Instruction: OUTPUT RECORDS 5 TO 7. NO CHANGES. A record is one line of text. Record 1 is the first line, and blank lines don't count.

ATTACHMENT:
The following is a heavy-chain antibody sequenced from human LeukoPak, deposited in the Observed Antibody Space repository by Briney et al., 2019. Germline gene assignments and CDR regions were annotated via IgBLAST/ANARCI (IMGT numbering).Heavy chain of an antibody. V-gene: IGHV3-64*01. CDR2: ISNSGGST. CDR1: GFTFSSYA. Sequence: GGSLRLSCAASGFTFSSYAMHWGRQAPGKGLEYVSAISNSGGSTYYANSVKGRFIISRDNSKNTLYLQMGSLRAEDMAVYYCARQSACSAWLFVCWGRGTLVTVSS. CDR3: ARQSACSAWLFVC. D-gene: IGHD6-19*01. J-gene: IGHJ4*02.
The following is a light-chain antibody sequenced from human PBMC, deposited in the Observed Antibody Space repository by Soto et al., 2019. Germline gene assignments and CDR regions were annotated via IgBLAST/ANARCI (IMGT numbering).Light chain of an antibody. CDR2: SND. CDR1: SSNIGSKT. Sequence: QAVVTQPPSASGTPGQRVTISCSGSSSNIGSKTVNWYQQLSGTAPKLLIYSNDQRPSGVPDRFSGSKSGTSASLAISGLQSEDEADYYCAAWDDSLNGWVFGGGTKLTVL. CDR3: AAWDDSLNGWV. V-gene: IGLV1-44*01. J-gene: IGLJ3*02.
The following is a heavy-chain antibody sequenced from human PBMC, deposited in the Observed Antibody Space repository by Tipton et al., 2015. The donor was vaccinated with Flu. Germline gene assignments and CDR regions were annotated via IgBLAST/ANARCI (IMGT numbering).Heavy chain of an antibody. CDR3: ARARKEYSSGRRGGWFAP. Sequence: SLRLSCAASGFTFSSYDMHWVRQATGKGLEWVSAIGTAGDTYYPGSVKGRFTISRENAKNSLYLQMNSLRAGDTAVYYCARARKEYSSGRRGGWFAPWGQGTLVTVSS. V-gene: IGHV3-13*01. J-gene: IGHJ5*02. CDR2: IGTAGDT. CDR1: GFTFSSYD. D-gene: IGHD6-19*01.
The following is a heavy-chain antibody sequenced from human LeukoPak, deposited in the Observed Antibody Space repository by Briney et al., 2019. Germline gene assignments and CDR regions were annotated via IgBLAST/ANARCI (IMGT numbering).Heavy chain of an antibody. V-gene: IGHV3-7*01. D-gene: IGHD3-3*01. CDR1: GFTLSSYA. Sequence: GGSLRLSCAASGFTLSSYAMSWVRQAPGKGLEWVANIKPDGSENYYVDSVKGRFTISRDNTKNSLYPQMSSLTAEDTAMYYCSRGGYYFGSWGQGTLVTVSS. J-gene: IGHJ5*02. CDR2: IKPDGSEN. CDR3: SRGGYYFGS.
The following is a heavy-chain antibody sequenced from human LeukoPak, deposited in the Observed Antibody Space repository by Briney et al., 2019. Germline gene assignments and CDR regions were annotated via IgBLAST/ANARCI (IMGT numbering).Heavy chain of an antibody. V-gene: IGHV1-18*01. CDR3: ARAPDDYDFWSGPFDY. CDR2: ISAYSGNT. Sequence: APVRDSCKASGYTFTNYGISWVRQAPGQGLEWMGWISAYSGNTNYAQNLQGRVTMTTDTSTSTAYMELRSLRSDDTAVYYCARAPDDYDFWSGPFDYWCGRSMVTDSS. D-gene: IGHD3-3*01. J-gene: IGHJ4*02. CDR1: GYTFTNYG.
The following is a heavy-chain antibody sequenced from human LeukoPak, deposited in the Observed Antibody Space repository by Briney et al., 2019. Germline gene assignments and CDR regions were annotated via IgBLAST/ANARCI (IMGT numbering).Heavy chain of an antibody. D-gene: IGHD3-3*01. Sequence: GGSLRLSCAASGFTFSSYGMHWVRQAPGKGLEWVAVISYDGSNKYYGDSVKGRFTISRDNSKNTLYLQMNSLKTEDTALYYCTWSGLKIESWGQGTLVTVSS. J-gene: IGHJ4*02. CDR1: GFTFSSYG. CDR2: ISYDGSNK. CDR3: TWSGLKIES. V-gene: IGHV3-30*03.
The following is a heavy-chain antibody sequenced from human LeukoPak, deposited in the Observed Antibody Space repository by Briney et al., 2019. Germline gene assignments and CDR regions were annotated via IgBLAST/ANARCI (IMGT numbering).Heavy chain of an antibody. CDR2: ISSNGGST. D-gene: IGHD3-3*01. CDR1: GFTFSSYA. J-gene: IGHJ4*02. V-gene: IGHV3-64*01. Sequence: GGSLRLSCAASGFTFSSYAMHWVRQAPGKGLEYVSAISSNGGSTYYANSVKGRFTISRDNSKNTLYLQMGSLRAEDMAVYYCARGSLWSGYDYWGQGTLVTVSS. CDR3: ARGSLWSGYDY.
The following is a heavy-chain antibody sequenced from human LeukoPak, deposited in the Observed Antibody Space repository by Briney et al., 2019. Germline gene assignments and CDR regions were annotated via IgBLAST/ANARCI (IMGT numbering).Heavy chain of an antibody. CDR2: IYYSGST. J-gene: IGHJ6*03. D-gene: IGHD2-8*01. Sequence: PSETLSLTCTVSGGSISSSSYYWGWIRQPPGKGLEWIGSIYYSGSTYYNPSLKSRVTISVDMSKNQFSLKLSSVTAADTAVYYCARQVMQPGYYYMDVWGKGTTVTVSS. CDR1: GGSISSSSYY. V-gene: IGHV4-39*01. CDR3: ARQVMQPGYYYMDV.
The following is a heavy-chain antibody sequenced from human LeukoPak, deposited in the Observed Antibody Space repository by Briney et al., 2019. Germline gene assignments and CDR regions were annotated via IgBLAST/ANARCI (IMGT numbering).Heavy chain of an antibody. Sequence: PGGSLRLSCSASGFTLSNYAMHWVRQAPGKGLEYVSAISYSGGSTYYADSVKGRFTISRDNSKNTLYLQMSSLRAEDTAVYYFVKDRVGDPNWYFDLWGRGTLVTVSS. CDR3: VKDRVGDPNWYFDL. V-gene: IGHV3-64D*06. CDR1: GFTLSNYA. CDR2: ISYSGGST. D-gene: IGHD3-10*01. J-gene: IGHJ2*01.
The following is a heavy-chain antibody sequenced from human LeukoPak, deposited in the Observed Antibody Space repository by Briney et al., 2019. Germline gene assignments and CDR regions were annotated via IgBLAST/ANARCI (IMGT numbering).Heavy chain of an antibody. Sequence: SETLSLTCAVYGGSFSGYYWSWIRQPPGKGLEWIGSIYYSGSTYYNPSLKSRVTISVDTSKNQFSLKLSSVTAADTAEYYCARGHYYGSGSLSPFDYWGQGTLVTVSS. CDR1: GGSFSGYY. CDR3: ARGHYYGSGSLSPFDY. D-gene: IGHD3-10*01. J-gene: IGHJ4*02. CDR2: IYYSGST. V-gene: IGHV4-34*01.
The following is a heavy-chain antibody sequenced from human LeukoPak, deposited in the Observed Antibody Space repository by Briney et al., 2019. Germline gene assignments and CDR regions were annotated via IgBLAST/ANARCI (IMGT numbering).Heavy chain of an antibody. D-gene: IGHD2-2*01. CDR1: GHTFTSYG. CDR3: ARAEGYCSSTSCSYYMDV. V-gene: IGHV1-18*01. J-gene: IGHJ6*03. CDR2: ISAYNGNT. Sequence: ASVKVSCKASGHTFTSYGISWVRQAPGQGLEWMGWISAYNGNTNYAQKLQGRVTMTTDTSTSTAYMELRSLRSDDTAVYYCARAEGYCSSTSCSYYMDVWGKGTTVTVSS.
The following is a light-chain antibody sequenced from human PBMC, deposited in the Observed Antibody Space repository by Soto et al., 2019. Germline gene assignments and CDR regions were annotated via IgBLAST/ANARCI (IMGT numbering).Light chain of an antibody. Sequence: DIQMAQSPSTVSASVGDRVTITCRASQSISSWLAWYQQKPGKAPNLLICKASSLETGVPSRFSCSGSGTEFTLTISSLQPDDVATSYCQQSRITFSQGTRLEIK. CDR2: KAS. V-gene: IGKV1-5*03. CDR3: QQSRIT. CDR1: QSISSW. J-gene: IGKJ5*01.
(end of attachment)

The following is a heavy-chain antibody sequenced from human LeukoPak, deposited in the Observed Antibody Space repository by Briney et al., 2019. Germline gene assignments and CDR regions were annotated via IgBLAST/ANARCI (IMGT numbering).Heavy chain of an antibody. V-gene: IGHV1-18*01. CDR3: ARAPDDYDFWSGPFDY. CDR2: ISAYSGNT. Sequence: APVRDSCKASGYTFTNYGISWVRQAPGQGLEWMGWISAYSGNTNYAQNLQGRVTMTTDTSTSTAYMELRSLRSDDTAVYYCARAPDDYDFWSGPFDYWCGRSMVTDSS. D-gene: IGHD3-3*01. J-gene: IGHJ4*02. CDR1: GYTFTNYG.
The following is a heavy-chain antibody sequenced from human LeukoPak, deposited in the Observed Antibody Space repository by Briney et al., 2019. Germline gene assignments and CDR regions were annotated via IgBLAST/ANARCI (IMGT numbering).Heavy chain of an antibody. D-gene: IGHD3-3*01. Sequence: GGSLRLSCAASGFTFSSYGMHWVRQAPGKGLEWVAVISYDGSNKYYGDSVKGRFTISRDNSKNTLYLQMNSLKTEDTALYYCTWSGLKIESWGQGTLVTVSS. J-gene: IGHJ4*02. CDR1: GFTFSSYG. CDR2: ISYDGSNK. CDR3: TWSGLKIES. V-gene: IGHV3-30*03.
The following is a heavy-chain antibody sequenced from human LeukoPak, deposited in the Observed Antibody Space repository by Briney et al., 2019. Germline gene assignments and CDR regions were annotated via IgBLAST/ANARCI (IMGT numbering).Heavy chain of an antibody. CDR2: ISSNGGST. D-gene: IGHD3-3*01. CDR1: GFTFSSYA. J-gene: IGHJ4*02. V-gene: IGHV3-64*01. Sequence: GGSLRLSCAASGFTFSSYAMHWVRQAPGKGLEYVSAISSNGGSTYYANSVKGRFTISRDNSKNTLYLQMGSLRAEDMAVYYCARGSLWSGYDYWGQGTLVTVSS. CDR3: ARGSLWSGYDY.